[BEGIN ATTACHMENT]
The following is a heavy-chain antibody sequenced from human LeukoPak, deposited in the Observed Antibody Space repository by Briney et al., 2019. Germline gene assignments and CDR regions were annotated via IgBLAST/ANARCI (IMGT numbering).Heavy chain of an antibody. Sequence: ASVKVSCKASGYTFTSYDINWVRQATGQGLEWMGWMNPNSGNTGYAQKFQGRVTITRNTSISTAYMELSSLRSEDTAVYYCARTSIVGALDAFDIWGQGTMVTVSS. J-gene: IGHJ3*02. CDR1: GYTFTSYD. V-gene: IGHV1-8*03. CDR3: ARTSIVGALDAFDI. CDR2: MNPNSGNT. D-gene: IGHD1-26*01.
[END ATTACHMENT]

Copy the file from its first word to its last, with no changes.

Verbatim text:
The following is a heavy-chain antibody sequenced from human LeukoPak, deposited in the Observed Antibody Space repository by Briney et al., 2019. Germline gene assignments and CDR regions were annotated via IgBLAST/ANARCI (IMGT numbering).Heavy chain of an antibody. Sequence: ASVKVSCKASGYTFTSYDINWVRQATGQGLEWMGWMNPNSGNTGYAQKFQGRVTITRNTSISTAYMELSSLRSEDTAVYYCARTSIVGALDAFDIWGQGTMVTVSS. J-gene: IGHJ3*02. CDR1: GYTFTSYD. V-gene: IGHV1-8*03. CDR3: ARTSIVGALDAFDI. CDR2: MNPNSGNT. D-gene: IGHD1-26*01.